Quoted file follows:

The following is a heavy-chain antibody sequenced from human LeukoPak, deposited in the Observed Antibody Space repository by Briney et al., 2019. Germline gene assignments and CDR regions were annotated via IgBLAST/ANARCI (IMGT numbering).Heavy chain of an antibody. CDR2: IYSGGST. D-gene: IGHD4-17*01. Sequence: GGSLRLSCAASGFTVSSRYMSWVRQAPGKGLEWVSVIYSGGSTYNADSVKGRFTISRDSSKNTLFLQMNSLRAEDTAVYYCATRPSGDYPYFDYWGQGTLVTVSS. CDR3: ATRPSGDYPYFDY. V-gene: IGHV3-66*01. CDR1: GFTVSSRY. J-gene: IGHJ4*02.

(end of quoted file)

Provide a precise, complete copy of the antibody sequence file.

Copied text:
The following is a heavy-chain antibody sequenced from human LeukoPak, deposited in the Observed Antibody Space repository by Briney et al., 2019. Germline gene assignments and CDR regions were annotated via IgBLAST/ANARCI (IMGT numbering).Heavy chain of an antibody. CDR2: IYSGGST. D-gene: IGHD4-17*01. Sequence: GGSLRLSCAASGFTVSSRYMSWVRQAPGKGLEWVSVIYSGGSTYNADSVKGRFTISRDSSKNTLFLQMNSLRAEDTAVYYCATRPSGDYPYFDYWGQGTLVTVSS. CDR3: ATRPSGDYPYFDY. V-gene: IGHV3-66*01. CDR1: GFTVSSRY. J-gene: IGHJ4*02.